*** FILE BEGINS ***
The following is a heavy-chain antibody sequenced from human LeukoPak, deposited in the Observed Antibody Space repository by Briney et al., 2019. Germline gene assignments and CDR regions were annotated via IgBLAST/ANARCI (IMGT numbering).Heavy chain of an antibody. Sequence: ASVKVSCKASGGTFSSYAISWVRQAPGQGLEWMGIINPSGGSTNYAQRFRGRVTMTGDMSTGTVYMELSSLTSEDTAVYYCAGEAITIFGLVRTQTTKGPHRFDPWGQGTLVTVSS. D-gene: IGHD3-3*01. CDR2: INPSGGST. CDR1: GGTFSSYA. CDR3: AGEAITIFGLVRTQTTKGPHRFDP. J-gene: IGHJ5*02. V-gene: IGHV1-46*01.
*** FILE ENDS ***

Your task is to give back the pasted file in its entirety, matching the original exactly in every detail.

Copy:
The following is a heavy-chain antibody sequenced from human LeukoPak, deposited in the Observed Antibody Space repository by Briney et al., 2019. Germline gene assignments and CDR regions were annotated via IgBLAST/ANARCI (IMGT numbering).Heavy chain of an antibody. Sequence: ASVKVSCKASGGTFSSYAISWVRQAPGQGLEWMGIINPSGGSTNYAQRFRGRVTMTGDMSTGTVYMELSSLTSEDTAVYYCAGEAITIFGLVRTQTTKGPHRFDPWGQGTLVTVSS. D-gene: IGHD3-3*01. CDR2: INPSGGST. CDR1: GGTFSSYA. CDR3: AGEAITIFGLVRTQTTKGPHRFDP. J-gene: IGHJ5*02. V-gene: IGHV1-46*01.